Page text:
How we fight infections

Our 3 lines of defense

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First line of defense Our Epithelia or skin

Our body fights off germs and infections in several ways. The first defences our bodies have against germs are our epithelia. Our epithelia is our skin and the lining of the insides of our bodies, such as those that line our throat, intestines and nose. This epithelia provides a physical barrier through which germs must either cross through or break through, in order to cause infection. The epithelia lining the insides of our body release mucus. Mucus prevents germs from attaching to the epithelia and stops them from crossing. Germs trapped inside the mucus are then cleared away by the beating of little hair-like structures on our epithelia called cilia, which clear the germs away. Our epithelia can also release chemical substances that prevent microbial growth, which are called microbicides. Examples of these microbicides include defensins, cathelicidins, histatins and lysozymes. These chemicals help our body clear pathogens.

Second line of defense Our innate immune system

If germs can get past our epithelia, the first line of defence they face is called our “innate immune” system. Our innate immunity is a broad and generalised system for recognising things inside our body that don’t belong there.
The system recognises special patterns that are found on germs such as chemicals that certain types of bacteria have. These patterns are recognised by our innate. When a pathogen has been identified by our innate immunity, many responses are triggered to start fighting off the infection. 

1) One of the first and major reactions is the release of cytokines. The release of cytokines helps to increase blood flow to the area, so that our immune cells can reach the infected site. We feel the release of cytokines as inflammation, redness and swelling on our body. Cytokines help guide and activate our immune cells, which then begin fighting off the pathogens in the area. 

2) Another reaction that can be inside our body is the “complement system”. The complement system works by coating pathogens in special proteins called complement proteins. These proteins bind and coat pathogens which helps guide immune cells to eat up and kill pathogens. The complement system can sometimes even kill pathogens outright, by forming large holes on pathogens which causes them to eventually burst.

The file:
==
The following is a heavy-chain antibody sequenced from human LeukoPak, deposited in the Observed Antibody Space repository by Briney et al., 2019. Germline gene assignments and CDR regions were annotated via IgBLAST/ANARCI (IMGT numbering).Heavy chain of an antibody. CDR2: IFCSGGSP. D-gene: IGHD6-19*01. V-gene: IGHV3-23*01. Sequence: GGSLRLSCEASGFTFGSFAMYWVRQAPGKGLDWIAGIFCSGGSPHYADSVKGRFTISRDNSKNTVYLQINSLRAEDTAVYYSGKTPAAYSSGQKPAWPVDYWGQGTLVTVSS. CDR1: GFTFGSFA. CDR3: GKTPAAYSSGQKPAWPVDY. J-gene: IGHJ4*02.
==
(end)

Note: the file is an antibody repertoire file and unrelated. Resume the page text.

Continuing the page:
3) Finally, one of the most important types of cells in the innate immune system are “dendritic cells”. These cells act like recon, which scout pathogens and collect chemicals from them to prepare our next line of defence.

Third line of Defense - Our adaptive immune system

This next and final line of defense that our body has is one of the most important and specialized forms of immunity we have, called the “adaptive immune” system. If our “innate immune” system are like normal police officers who are trained to do many things but are not particularly good at fighting off tougher criminals, our “adaptive immune” system are like specialized Navy SEALs, that are specifically designed to fight off particular types of pathogens. As our innate immune system is still fighting off pathogens, the dendritic cells of the innate system (Which remember are like recon), collect chemicals from the pathogens we are fighting. These chemicals that our dendritic cells collect are called “antigens” and they bring them to special parts of our bodies. Once inside our lymph nodes, the dendritic cells shows these antigens to cells inside our lymph nodes. These cells inside our lymph nodes are T-cells and B-cells, which are like our bodies very own Navy SEALs team. The dendritic cell shows the chemicals they collected, and look for T-cells and B-cells that are able to recognize the antigen. When a T-cell or a B-cell inside our lymph node recognizes the antigen, it means that the T-cell or B-cell is especially good at recognizing that chemical signal and is thus able to recognize the pathogen in our body and attack it very efficiently. Once a T-cell or B-cell recognizes the antigen, the dendritic cell gives a message to the T-cell or B-cell and starts telling it to make many copies of itself. Once the T-cell or B-cell has made many copies of itself, these copies then go out to attack the pathogens in our body.

T-cells are able to kill pathogens directly, or by calling other immune cells, like macrophages.

B-cells are special in that they can release a special chemical called an “antibody”. Antibodies are special proteins which are designed to recognize specific antigens. These antibodies travel around our body and will recognize antigens inside our body. When an antibody recognizes an antigen, it binds it and coats its, rendering the pathogen trapped inside the coat of antibody rendered useless and not able to do anything. Once the pathogen is coated, the pathogen can then be cleared away.


B cell (Niaid)

T cell (Niaid)

However, even after the infection has been cleared, our adaptive immune system doesn’t go back to how it used to be. Our adaptive system has a type of memory, such that once it fights off an infection, it is able to fight off the same infection again but much faster. This is because after an infection is cleared, the T-cells and B-cells that were active, still remain in our body in large numbers. If the same infection were to enter our body, our body does not need to activate them again and our T-cell and B-cells are already ready to fight off the pathogen. They can do this so fast that we might not even feel sick, even though they are killing pathogens. This is what makes the adaptive immune system very special and the strongest form of defence we have against infections.

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